Track 2: Materials over Time: Points of Change

General Abstract

2 - Jeffersonian Terras Roof Structures – Modern Interventions

Wednesday, September 26
10:30 AM - 12:00 PM
Location: HYATT-Grand EFG

(Proposed for Track 2, but flexible for a better fit elsewhere)

This abstract proposes a presentation focusing on recently-completed and ongoing projects on “terras” roof architecture (designed by Thomas Jefferson) at the University of Virginia and Monticello. Similar serrated roof structures are also present in the region at Poplar Forest and Bremo.

Working collaboratively with historic preservation architects and project managers at UVA and Monticello, as well as Mesick-Cohen-Wilson-Baker Architects (Albany, NY), Keast & Hood has provided structural engineering services to restore historic features to these flat roof structures; meeting the intent of modern codes while preserving historic materials and geometry.

At UVA, structures containing student rooms are located between the ten “Pavilions” which originally housed professors. Both the student rooms and Pavilions are still used for their original function, but are now provided as high honors for deans and fourth-year students. The original “flat” roofs leaked almost immediately and were soon covered with gable roof structures which existed into this decade. The university is currently in a long-term project to remove the non-original gables and structure modern flat roofs (and historically-accurate railings) to the buildings; “encapsulating” and protecting the historic fabric while providing modern function and waterproofing, and achieving the aesthetic goal intended by the original design. The structure consists of tapered glue-laminated beams which fit into every valley of the serrated roof. While each individual section of roof between Pavilions has its own unique construction, credit will be given to Mr. David Fischetti who before his passing provided structural engineering on the first of these projects and set the tone for the later efforts.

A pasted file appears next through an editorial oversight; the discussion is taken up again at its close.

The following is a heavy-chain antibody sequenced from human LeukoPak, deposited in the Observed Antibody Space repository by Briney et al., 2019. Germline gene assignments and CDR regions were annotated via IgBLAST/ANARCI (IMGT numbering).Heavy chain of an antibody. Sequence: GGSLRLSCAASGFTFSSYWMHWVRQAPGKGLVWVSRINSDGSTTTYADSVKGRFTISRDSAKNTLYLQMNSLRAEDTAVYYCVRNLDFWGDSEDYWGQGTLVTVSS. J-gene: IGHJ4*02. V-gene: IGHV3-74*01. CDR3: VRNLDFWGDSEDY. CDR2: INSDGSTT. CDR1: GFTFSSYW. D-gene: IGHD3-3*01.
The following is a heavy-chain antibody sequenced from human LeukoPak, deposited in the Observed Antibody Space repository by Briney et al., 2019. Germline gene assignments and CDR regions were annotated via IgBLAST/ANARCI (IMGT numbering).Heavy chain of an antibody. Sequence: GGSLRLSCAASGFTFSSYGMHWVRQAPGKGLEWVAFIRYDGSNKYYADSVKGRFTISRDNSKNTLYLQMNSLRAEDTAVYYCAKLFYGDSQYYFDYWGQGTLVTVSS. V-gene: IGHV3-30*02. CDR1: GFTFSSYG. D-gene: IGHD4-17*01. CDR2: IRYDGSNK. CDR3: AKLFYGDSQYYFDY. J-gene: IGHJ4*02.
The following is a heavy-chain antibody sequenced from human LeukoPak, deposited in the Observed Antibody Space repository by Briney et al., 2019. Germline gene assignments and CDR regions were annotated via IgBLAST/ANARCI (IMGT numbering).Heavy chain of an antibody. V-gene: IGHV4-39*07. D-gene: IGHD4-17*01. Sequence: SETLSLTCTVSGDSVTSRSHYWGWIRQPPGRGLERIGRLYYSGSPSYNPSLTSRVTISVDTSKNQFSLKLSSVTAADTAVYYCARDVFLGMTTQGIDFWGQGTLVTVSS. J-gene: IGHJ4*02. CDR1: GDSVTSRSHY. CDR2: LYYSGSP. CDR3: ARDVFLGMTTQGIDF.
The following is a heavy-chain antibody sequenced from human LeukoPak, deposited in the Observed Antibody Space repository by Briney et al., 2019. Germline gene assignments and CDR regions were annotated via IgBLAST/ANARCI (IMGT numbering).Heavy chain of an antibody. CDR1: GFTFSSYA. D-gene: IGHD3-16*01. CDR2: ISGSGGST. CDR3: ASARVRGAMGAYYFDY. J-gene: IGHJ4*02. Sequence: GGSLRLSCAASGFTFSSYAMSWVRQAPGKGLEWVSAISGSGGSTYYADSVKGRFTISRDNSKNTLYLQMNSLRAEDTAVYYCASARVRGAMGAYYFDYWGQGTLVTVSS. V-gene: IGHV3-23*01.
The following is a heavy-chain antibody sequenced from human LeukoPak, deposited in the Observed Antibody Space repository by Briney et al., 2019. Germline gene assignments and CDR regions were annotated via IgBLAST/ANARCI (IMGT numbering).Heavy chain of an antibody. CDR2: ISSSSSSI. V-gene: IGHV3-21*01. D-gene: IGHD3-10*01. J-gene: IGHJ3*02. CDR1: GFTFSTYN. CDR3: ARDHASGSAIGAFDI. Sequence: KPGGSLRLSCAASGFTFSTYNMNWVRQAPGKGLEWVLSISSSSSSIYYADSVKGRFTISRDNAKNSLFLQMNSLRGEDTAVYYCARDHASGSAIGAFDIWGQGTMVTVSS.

At Monticello the terraces provided many functions as they extend to the north and south of main house around the west (rear) lawn. Beyond functioning as a modern deck might, they were used to collect rainwater and as roofing for kitchens, storage, stables, and housing of enslaved persons over the history of Monticello. They fell into disrepair and were later reconstructed with white-painted “Chinese railings” similar to those at Monticello. However, recent research found that Jefferson intended for railings closer to a picket fence and a more natural green color to be used. Based on Jefferson’s descriptions and sketches, along with watercolor paintings of Monticello, new picket railings were designed and installed. Keast & Hood worked carefully with Monticello and MCWB Architects to incorporate steel elements into the picket fencing in order to satisfy the intent of modern structural railing codes for public assembly areas, while achieving an aesthetic of light wood fencing where steel is nearly undetectable to visitors at Monticello.

Historical research including drawings, written descriptions, and early images will be presented as well current drawings and in-progress and completed construction photos.

Learning Objectives:

Craig Swift, PE, SE, LEED AP

Principal / Structural Engineer
Springpoint Structural

Craig Swift is a structural engineer and owner of Springpoint Structural in Charlottesville, Virginia. He was previously the founding principal of Keast & Hood’s Charlottesville office, which recently became Springpoint.

Since 2010 (including a period working directly for UVA) he has served as consulting structural engineer on a variety of historic structures, including multiple projects at the UNESCO World Heritage Sites of Monticello and the Lawn at UVA.

Other projects related to Jefferson’s architecture have included roof repairs at historic Bremo and truss repairs to Jefferson-influenced courthouse designs in the area.

He has led other noteworthy historic projects at Gettysburg College, Virginia Tech, and Fort Monroe, as well as earthquake repairs at Latrobe’s Baltimore Basilica and the Sherman Building at the Armed Forces Retirement Home in Washington, DC.

Presentation(s):

Send Email for Craig Swift

Dean Koga

Building Conservation Associates, Inc.

Presentation(s):

Send Email for Dean Koga


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